March 1, 2024

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€8.1m solar-powered Kigali Faecal sludge treatment plant set by 2025

By TAN REPORTER

Kigali Faecal sludge treatment plant that will be powered by solar energy could be complete by 2025.

The construction of €8.1 million plant is under design in Masaka sector of Kicukiro district, according to Coletha Ruhamya, the Deputy Executive Secretary of Lake Victoria Basin Commission which is supporting the implementation of the project

“Reducing pollution from pit latrines and septic tanks into Rwanda’s rivers could also reduce pollution into Lake Victoria into which they flow,” she said.

Kigali city is surrounded by Rivers such as Nyabugogo, Nyabarongo and Akagera Rivers which flow into Lake Victoria.

River Nyabugogo flows into Nyabarongo which is the longest river in Rwanda, part of the upper headwaters of the Nile.

River Nyabarongo turns into Akagera River, which eventually flows into Lake Victoria and forms the Nile River.

“Rwandans buy fish from Lake Victoria. If it is highly polluted, it will affect the whole regional population as the production can also decrease.” she said.

New research has established that at 47.8 per cent of household waste including waste from pit latrines or septic tanks, followed by industrial waste, is being discharged into Nyabarongo River.

Ruhamya said the sewage treatment is expected to reduce such pollution that is affecting Lake Victoria’s biodiversity species.

It is estimated that 92 percent of Kigali’s population rely either on pit latrines or septic tanks as sanitation facilities while seven per cent use semi-centralised systems.

“The plant will also reduce diseases born from such waste. It will reduce the cost of treating such diseases and polluted water.” Said Ruhamya.

The project to be implemented from 2022 to 2025 is based on a two-step approach with liquid-solid separation as a first step and the treatment of liquids and solids as a second step.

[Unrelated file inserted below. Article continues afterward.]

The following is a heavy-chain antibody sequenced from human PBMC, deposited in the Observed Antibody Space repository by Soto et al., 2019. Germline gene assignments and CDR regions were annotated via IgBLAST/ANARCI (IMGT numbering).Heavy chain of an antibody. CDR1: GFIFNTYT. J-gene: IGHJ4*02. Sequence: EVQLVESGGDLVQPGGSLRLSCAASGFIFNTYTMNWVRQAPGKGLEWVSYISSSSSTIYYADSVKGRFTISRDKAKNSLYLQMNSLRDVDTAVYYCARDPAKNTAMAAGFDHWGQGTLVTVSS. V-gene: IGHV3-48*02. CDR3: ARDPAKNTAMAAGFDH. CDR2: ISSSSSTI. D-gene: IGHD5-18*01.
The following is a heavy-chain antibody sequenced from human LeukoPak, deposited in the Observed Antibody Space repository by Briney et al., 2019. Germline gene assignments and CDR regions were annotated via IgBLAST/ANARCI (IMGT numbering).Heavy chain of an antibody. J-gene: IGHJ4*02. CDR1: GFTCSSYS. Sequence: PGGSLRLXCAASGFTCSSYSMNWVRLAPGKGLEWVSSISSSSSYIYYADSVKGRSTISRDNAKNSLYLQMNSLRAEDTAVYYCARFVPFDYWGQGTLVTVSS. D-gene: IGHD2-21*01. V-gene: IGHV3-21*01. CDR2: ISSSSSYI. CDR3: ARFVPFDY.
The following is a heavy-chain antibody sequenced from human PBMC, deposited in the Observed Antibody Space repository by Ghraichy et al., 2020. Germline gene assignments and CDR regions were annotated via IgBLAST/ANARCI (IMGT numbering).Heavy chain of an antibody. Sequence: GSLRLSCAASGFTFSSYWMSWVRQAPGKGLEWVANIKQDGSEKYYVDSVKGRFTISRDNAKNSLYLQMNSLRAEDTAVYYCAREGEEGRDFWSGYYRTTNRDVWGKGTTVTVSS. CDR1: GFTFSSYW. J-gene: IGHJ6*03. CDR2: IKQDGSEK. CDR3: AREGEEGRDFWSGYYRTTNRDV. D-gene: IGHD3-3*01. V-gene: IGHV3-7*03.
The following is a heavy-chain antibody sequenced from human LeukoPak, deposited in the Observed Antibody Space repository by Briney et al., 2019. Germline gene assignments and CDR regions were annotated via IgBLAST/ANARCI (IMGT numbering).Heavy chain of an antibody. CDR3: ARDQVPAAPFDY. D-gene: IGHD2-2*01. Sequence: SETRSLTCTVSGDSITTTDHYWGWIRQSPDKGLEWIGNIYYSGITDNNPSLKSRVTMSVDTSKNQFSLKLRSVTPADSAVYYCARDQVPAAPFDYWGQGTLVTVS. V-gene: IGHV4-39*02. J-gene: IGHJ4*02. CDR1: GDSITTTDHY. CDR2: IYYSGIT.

The plant will have capacity to treat 500 cubic meters per day of sewage.

After treatment on sludge drying beds and extended storage of two months, the bio-solids should reach a quality that will allow for restricted use in agriculture according to project developers.

The quality after treatment also allows for the disposal of the sludge at a controlled landfill if reuse options cannot be implemented.

The project further envisages assessing the technical and financial feasibility of fuel production and composting.

1.8 million people to have access to sanitation

According to projections, access to sanitation will be improved for approximately 1.8 million additional people in Kigali after 10 years of operation.

The waste into Lake Victoria basin could be reduced by 0.67 tonnes per day through the plant.

Ruhamya said that the plant will contribute to the goal of providing 100 percent coverage of sanitation services to the population of Kigali by 2024.

The plant will reduce the negative environmental impact of raw sludge being dumped at Nduba solid waste landfill in Kigali.

“Some households dump waste from pit latrines into wetlands and water bodies. Because it requires money to empty septic tanks and pit latrines,” Emilienne Uwiringiyimana, a resident of Gatsata sector.

Julien Sebashyitsi, a resident of Kicukiro district said some households dump waste from pit latrines in the environment when it is raining.

“Such waste is washed away by rain into the environment such as Rivers,” he said.

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